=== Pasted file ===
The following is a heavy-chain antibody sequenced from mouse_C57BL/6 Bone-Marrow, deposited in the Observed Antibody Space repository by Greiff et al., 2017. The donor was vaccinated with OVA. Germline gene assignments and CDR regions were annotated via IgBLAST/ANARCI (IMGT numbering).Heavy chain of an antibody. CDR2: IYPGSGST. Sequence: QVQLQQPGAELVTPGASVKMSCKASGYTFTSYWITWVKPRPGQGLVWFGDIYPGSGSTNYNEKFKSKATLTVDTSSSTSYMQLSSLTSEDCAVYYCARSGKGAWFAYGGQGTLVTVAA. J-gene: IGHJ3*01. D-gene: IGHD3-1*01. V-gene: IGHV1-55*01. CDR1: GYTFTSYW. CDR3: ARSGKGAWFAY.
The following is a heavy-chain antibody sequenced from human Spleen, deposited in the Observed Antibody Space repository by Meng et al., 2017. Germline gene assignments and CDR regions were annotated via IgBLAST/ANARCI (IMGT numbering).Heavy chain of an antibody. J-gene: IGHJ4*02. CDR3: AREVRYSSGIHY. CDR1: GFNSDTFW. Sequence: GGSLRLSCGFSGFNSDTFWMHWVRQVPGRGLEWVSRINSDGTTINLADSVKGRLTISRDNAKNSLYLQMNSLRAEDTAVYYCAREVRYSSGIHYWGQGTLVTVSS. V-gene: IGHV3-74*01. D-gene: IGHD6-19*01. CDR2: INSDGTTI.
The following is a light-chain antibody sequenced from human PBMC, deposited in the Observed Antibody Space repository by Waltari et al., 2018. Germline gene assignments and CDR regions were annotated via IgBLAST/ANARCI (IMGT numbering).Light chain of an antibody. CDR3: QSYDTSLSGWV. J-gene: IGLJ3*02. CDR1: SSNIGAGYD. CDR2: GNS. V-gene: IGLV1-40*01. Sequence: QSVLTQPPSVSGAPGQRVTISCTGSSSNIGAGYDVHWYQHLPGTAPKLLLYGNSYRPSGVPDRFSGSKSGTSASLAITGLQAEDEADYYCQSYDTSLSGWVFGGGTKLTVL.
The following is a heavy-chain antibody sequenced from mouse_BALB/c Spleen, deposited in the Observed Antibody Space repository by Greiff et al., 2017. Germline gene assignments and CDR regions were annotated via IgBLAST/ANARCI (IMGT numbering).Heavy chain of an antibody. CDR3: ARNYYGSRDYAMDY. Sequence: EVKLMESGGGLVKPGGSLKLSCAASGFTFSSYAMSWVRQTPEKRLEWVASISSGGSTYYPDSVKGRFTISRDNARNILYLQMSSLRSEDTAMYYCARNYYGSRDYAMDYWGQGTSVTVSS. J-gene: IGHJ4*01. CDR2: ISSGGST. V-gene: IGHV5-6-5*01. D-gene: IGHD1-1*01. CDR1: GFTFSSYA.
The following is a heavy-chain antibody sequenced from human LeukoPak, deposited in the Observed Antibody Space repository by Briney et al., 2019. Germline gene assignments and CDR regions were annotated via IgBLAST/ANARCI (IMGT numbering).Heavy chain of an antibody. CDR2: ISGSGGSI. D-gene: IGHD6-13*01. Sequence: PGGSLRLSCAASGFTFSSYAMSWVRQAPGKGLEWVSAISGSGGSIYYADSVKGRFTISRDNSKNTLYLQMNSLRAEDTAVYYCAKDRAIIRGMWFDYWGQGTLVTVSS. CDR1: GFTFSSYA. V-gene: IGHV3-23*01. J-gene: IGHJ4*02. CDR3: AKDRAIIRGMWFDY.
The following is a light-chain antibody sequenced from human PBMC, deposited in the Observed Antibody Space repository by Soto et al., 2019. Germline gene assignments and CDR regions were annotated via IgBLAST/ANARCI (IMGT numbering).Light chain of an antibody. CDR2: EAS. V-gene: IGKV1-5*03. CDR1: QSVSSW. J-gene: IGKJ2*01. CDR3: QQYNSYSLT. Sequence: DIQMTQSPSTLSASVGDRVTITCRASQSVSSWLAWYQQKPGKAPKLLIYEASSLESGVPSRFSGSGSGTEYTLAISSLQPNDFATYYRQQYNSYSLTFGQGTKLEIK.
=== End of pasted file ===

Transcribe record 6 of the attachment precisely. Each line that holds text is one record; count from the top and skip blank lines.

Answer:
The following is a light-chain antibody sequenced from human PBMC, deposited in the Observed Antibody Space repository by Soto et al., 2019. Germline gene assignments and CDR regions were annotated via IgBLAST/ANARCI (IMGT numbering).Light chain of an antibody. CDR2: EAS. V-gene: IGKV1-5*03. CDR1: QSVSSW. J-gene: IGKJ2*01. CDR3: QQYNSYSLT. Sequence: DIQMTQSPSTLSASVGDRVTITCRASQSVSSWLAWYQQKPGKAPKLLIYEASSLESGVPSRFSGSGSGTEYTLAISSLQPNDFATYYRQQYNSYSLTFGQGTKLEIK.